Rear-seat kickers? ‘Aromatic’ people? Maybe a Chatty Cathy? Read on…August 19, 2015 12:55
Who is to blame for the hatred of banks in the UAE?
Everyone loves to hate banks in the UAE—but what is at the root of the country-wide hatred for customer service?
December 6, 2012 4:22 by Eva Fernandes
Say what you will about the residents of the UAE being a cultureless fragmented society with little in common, but the one topic that never fails to inspire heart-felt camaraderie is hatred for the banking system. To say UAE residents love to hate the customer support provided by both international and local banks-is an underestimation. In fact, an article published almost two years ago on Kipp chastising a particular bank, still gets comments from upset customers.
Though the office water cooler used to be the preferred platform for venting, in the recent years social media have provided embittered customers a more comprehensive arena to rant. And while it isn’t rare to see Twitter splattered with bouts of #ihateUAEbanks every now and then, there has been little to no response from the banks themselves. Which is why, a round table including representatives from the banking industry organised by Souqalmal.com proved to be a very interesting discussion.
Interestingly only two representatives from the banking world turned up. Frans Jan Burkens, Head of Customer Banking at Commerical Bank of Dubai and Sadia Noori, Brand Experience Manager from Mashreq bank provided insightful commentary to a room full of disillusioned UAE bank veterans including UAE blogger Alex McNabb and Mo Elzubeir, Managing Director of Mediastow.
Despite the massive chip on either party’s shoulders, the conversation that followed was civil and extremely thought provoking. Kipp for one, got to thinking about the source of this old animosity. Where does the frustration with UAE banks come from? Who is to take responsibility for the disillusionment and what is the best way forward. Here are some of the propositions brought forward through the discussion-let us know what you think.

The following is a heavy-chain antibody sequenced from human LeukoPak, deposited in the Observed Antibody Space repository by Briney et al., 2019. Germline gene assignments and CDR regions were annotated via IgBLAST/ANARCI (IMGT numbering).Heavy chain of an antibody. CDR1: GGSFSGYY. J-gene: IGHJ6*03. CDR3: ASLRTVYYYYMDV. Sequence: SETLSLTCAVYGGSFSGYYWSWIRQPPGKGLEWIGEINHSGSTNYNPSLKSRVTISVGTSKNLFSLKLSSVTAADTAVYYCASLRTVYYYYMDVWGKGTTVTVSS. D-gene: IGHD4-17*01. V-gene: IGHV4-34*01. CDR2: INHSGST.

-Customer Service representatives are not empowered: You can scream all you want until you are blue in the face, but if the customer service representative at the other end of the line is powerless to take the necessary actions required to resolve your issue there will be no progress. Without empowering the customer service representatives to take independent steps or to deter from their prescribed scripts, there is little support s/he will be able to provide a customer.
-Diversity and multiculturalism is a barrier: This one is a bit of a cliché, but does the ‘melting pot/salad bowl’ status of the UAE make it difficult for banks to provide a service which will cater to all? Are genuine attempts at problem-solving getting lost in translation? Are UAE banks stretching themselves too thin in an attempt to cater to their varied customers from the UAE, Philippines, India, Lebanon, Egypt, etc?
-Help me to help you? Do you customers need an attitude makeover? Do customers approach call centers with an attitude of weariness that gets in the way of quick and effective problem solving? Do UAE bank customers need to develop better understanding and empathy when dealing with bankers?
-Processes in place not equipped to handle: Are the processes in place out of date? Are there limitations in the systems preventing reps to accurately and quickly help clients? Do banks need a structural overhaul?
-You get what you pay for: Complaints heard by the masses aren’t likely to be shared by the Premium Premier Superduper Gold customer who gets everything but a complimentary cocktail when they approach their bank. Is this skewed perception of who deserves good competent service the reason why banks are unable to provide the everyday account holder with the stellar service their richer counterparts receive? And by that extension would it be a practical idea to offer customers a better support system for an additional charge?
-Inadequate customer service reps: Do customer service representatives lack the sophistication and competence of the customers they are trying to serve. If they say ‘you get what you pay for’ is it not surprising that the minimum wage rep is unable to provide their customers with adequate responses?
So what do you think? Who should bear the brunt of the blame and what is the best way forward?